Sunday 20 Apr
CD reviews

Dustin Prinz - Eleven

Few musicians take the time to master their instrument in the way that Oklahoma City singer-songwriter Dustin Prinz has; he’s a guitar virtuoso in every sense of the word, and Eleven gives him the chance to show just how far he can push that skill.
04/15/2014 | Comments 0

Horse Thief – Fear in Bliss

Listening to Horse Thief’s previous release — the haphazardly melodramatic Grow Deep, Grow Wild — felt like a chore. Whatever potential the Oklahoma City folk-pop act demonstrated on the EP was obscured behind a formulaic, contrived and ultimately hollow cloud. But it at least offered a glimmer of promise for a band consisting of, frankly, five pretty talented dudes. Critics saw it; the band’s management saw it; its current label, Bella Union, saw it; and its increasingly fervid fan base saw it.
04/08/2014 | Comments 0

Colourmusic — May You Marry Rich

There’s always a sense of danger when debuting songs in a live setting and playing them well. Without having heard the studio versions, expectations are set according to the live incarnations. But capturing the breadth of free-flowing atmosphere and sheer volume on a disc, vinyl or digital file isn’t the easiest thing to do, especially for a band as vociferous as Colourmusic.
04/01/2014 | Comments 0

Em and the MotherSuperiors — Churches into Theaters

As titles go, Churches into Theaters is an apt descriptor for the debut album from Oklahoma City rockers Em and the MotherSuperiors. It’s a reverential record, one that shares the gospel of classic rock, blues and soul but embraces the need to refashion it for modern times, channeling The Dead Weather, Grace Potter and Cage the Elephant along the way.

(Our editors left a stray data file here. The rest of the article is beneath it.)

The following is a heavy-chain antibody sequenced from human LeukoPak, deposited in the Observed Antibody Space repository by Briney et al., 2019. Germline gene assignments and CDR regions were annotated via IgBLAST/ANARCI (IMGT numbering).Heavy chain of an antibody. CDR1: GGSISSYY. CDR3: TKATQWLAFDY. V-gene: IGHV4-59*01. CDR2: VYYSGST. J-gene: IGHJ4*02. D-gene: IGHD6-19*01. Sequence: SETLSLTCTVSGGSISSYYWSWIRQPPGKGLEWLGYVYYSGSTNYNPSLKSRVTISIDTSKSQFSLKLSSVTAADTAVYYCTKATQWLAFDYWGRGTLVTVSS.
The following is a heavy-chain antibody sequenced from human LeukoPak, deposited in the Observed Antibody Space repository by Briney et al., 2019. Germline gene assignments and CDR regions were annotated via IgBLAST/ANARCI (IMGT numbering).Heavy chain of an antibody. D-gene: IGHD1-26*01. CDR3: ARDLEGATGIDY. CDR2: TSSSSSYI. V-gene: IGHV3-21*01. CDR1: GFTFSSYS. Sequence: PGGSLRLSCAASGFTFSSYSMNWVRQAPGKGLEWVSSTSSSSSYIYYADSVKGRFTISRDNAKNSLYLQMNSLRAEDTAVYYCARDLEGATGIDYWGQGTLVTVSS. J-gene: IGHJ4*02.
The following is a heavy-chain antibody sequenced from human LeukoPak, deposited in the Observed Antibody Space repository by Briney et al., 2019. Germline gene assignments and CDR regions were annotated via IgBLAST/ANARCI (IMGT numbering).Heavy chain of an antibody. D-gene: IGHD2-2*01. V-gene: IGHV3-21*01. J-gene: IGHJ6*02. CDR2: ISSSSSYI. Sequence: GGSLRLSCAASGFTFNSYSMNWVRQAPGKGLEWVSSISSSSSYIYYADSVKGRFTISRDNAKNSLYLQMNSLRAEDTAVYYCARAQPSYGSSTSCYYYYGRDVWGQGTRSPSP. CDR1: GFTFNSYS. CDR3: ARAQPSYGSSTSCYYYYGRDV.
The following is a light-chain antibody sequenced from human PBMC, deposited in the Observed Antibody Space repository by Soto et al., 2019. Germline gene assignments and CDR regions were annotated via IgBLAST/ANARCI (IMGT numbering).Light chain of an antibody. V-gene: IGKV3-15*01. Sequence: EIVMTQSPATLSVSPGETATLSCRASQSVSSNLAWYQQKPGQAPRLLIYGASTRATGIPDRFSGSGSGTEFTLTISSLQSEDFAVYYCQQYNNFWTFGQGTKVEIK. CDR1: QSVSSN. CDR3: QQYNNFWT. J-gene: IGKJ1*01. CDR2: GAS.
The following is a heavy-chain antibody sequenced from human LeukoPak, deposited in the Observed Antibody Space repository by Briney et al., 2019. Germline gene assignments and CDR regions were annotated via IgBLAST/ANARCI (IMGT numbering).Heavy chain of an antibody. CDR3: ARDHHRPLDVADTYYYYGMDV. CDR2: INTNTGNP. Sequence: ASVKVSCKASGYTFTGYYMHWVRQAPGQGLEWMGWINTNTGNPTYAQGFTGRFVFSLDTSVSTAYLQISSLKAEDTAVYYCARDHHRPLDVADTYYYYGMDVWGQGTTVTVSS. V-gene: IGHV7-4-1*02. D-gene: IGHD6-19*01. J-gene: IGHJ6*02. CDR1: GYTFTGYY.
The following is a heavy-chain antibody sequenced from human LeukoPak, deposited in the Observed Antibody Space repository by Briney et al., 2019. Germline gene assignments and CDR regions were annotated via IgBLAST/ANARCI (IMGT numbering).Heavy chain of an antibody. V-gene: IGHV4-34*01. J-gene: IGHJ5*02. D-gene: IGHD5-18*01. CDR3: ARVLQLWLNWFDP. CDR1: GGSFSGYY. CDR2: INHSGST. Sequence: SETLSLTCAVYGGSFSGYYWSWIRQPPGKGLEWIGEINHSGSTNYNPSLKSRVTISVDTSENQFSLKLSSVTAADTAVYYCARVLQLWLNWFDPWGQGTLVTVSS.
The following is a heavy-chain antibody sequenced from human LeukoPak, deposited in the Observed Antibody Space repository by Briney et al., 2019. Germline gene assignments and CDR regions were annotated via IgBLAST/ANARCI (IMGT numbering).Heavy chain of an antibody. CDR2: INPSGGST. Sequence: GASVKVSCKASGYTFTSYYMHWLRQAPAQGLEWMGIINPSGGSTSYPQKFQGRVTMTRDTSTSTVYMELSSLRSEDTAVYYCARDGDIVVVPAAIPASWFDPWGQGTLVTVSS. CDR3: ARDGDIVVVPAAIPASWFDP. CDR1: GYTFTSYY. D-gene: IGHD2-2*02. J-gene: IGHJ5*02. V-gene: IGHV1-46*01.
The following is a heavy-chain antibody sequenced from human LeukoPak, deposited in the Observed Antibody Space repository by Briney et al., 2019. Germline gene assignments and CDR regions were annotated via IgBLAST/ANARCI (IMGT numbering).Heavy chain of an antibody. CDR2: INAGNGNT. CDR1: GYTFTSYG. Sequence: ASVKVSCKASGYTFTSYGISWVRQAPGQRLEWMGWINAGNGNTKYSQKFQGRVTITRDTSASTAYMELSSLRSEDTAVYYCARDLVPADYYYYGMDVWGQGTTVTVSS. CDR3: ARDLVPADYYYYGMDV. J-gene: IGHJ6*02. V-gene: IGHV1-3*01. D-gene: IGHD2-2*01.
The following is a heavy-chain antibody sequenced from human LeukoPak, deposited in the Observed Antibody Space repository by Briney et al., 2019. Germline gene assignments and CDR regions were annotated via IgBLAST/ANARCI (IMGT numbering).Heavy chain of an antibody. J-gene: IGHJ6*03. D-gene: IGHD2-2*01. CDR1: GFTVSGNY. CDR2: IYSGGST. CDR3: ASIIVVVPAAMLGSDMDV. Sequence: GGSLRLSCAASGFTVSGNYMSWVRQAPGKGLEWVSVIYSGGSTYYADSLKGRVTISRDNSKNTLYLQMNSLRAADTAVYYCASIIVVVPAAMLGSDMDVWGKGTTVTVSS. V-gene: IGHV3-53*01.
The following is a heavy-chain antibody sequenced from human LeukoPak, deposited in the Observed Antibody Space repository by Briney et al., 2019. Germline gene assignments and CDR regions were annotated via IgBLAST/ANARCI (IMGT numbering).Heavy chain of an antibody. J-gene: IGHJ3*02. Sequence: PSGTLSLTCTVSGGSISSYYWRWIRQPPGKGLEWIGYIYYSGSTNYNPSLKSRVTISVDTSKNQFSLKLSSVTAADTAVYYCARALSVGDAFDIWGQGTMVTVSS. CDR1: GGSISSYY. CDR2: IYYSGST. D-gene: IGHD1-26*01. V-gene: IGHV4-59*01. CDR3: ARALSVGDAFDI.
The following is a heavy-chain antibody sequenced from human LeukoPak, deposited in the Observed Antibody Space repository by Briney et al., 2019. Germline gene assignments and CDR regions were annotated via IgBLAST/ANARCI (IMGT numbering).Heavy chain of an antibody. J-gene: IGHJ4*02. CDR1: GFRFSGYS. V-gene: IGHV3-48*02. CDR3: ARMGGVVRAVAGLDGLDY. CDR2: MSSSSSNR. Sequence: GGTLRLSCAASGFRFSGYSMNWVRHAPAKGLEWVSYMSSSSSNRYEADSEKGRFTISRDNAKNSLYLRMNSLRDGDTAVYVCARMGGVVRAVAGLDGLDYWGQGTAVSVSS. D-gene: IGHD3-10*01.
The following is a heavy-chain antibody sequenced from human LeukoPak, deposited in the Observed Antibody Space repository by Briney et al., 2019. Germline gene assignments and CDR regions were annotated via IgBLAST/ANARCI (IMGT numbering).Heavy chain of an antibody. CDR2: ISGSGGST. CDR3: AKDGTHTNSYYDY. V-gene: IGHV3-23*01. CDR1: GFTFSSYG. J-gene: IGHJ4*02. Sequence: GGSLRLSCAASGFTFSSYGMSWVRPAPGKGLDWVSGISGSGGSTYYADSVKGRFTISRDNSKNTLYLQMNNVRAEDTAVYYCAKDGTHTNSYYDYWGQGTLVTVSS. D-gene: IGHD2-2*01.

03/25/2014 | Comments 0

Rachel Brashear — Revolution

Rachel Brashear’s second EP, Revolution, starts with a kick to the shins.
03/18/2014 | Comments 0

Liveblogging the Buffalo Lounge

Wink Burcham and Jesse Aycock

By Stephen Carradini March 13th, 2012
Hello, OKSee! It's Stephen Carradini, former Gazetteer and OKSee blogger. I've driven in from the wilds of Alabama to cover SXSW for OKG, and I am stoked about it. But enough about me. 

Appropriately, the first song that Wink Burcham and Jesse Aycock played was a Woody Guthrie tune. The duo played quiet, almost reverent folk and country tunes to the assembled listeners noshing on sandwiches, cookies and free drinks. The two traded off vocals, with Aycock further switching between pedal steel and acoustic guitar. They were joined by the next duo on stage, Desi and Cody, for a more upbeat tune with Desi on vocals. A  traditionally Oklahoman set: acoustic guitars, keening vocals, downhome lyrics and friends. 

Desi and Cody just took the stage, so away we go for set #2. Keep it tuned here. 
  • Currently 3.5/5 Stars.
  • 1
  • 2
  • 3
  • 4
  • 5